Entity Trading Account

What Is an Entity Trading Account?

An entity trading account is a dedicated account type belonging to a legal entity, such as a corporation or limited partnership. Entity trading accounts have certain advantages over individual trading accounts, such as tax deductions and certainty in tax law.

Key Takeaways

  • An entity trading account is controlled by a legal entity such as a corporation, which has one or more people authorized to trade on the entity's behalf.
  • Entity trading accounts may be suitable for individual investors who actively trade or day trade and want to set up a legal trading business in order to take advantage of certain tax deductions.
  • Entity trading accounts offer the same functionality and markets as traditional individual accounts.

Understanding Entity Trading Account

An entity trading account requires one or more people with authority to trade in the account. They should be competent and honest traders in order to avoid losses in the account arising from poor trading decisions or unscrupulous behavior.

Institutional investors set up formal business entities to conduct their operations. For select individuals, particularly day traders or other active traders who wish to make a living from trading securities, it makes economic sense to establish a separate entity, rather than use individual investment accounts. Avoiding taxes is a principal motivation.

The proliferation of online and discount brokerages has played a significant role in elevating some investors into pseudo-professional investors. As such, the demand for business and tax planning around the migration from individual brokerage accounts to the incorporation of business entities for investment purposes has grown as well.

Benefits of Trading Through Business Entities

While technical in nature, the benefits of trading through a business entity extend beyond tax advantages. These benefits include paying salaries in connection with retirement plan contributions, greater flexibility in accessing certain asset classes, and establishing a performance record. This last benefit is significant for individuals who wish to capitalize on their investment prowess or methodology by creating an investment fund to which other investors can contribute. An example of this would include establishing a hedge fund or separately managed fund under a registered investment advisor.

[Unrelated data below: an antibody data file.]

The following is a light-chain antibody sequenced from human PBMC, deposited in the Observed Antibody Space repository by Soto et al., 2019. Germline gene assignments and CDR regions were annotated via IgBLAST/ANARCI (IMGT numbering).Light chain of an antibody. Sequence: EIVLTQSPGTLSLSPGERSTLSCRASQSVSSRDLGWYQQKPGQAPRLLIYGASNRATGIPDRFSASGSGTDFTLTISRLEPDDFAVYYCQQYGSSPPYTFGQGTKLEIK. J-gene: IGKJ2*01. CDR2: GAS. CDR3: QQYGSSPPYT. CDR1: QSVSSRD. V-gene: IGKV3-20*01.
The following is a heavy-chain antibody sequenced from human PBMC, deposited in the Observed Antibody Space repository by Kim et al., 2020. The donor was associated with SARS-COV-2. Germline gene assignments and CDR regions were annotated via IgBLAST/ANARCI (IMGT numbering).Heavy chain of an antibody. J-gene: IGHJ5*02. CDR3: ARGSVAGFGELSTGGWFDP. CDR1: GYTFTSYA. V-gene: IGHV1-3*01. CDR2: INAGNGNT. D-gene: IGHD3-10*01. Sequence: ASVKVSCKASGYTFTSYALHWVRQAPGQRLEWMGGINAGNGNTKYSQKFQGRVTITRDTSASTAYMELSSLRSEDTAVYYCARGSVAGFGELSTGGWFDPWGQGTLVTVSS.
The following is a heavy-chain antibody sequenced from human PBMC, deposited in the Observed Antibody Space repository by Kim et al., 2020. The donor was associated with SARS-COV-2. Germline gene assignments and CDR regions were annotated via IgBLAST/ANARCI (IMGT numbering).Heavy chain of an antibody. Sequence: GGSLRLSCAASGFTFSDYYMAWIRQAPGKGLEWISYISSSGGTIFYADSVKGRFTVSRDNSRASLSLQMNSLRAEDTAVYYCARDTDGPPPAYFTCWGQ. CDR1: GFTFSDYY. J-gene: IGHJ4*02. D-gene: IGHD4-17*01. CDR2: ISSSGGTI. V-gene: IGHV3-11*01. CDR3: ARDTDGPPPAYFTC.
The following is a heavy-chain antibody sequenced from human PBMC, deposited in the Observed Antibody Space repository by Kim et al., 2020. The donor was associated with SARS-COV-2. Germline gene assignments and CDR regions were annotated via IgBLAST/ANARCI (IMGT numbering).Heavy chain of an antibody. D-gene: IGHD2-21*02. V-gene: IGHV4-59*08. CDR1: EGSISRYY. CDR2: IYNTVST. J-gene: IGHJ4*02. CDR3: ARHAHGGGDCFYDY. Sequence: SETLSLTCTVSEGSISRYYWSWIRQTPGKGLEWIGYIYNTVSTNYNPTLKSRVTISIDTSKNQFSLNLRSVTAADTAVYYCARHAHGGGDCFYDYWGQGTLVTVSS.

Moving individual investment accounts to a business account also has the advantage of allowing for the tax deduction of expenses related to trading activities, such as Bloomberg subscriptions or specialized equipment, for example.

By conducting investment activities through an entity, individuals may gain access to certain other investment providers and potential counterparties. A hedge fund, for instance, may not choose not to do business with an individual through their vanilla brokerage account but may consider engaging in transactions with a serious individual investor who manages their assets with an entity-linked trading account.

Because an entity account is established, it may be transferable, allowing for the sale of a business or the monetization of an individual's investment abilities and track record.

A person or group of persons that starts a legal trading business and opens an entity trading account may also change their accounting methods or legal structure by dissolving and re-forming the business. As long as an individual trader remains an individual trader, they don't have this flexibility.

Although it is more complicated, multiple entities and entity accounts may be set up to further benefit the trader. This allows each entity to maximize its own tax efficiency as well as that of all the entities as a whole. Such structures should be discussed with a qualified accountant.

Entity trading accounts typically come with all the functions of an individual trading account and often have no initial deposit requirements (this may vary by broker). These accounts can trade in cash and on margin, and can access markets like futures, options, forex (FX), and all other markets that are accessible through the broker.

Entity Trading Account Example

Sara has been successfully day trading for more than a year, pulling in regular monthly income. She talks with an accountant and decides that she could be more efficient with her taxes and costs by setting up a corporation and then trading within that legal structure. She sets up Sara Trading Inc., and then opens an entity trading account for that corporation, with herself as the only authorized trader on the account.

She trades as she did before, but now all the transactions—and profits and losses—are occurring within the entity trading account and corporation instead of her individual accounts. The corporation has more discretion and leeway on deductions and how to allocate pretax dollars in order to minimize taxes. With the help of her accountant, Sara is able to reduce the taxes she pays on her trading profits.

Article Sources
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  1. Internal Revenue Service. "Publication 535 (2020), Business Expenses," Page 3. Accessed April 9, 2021.

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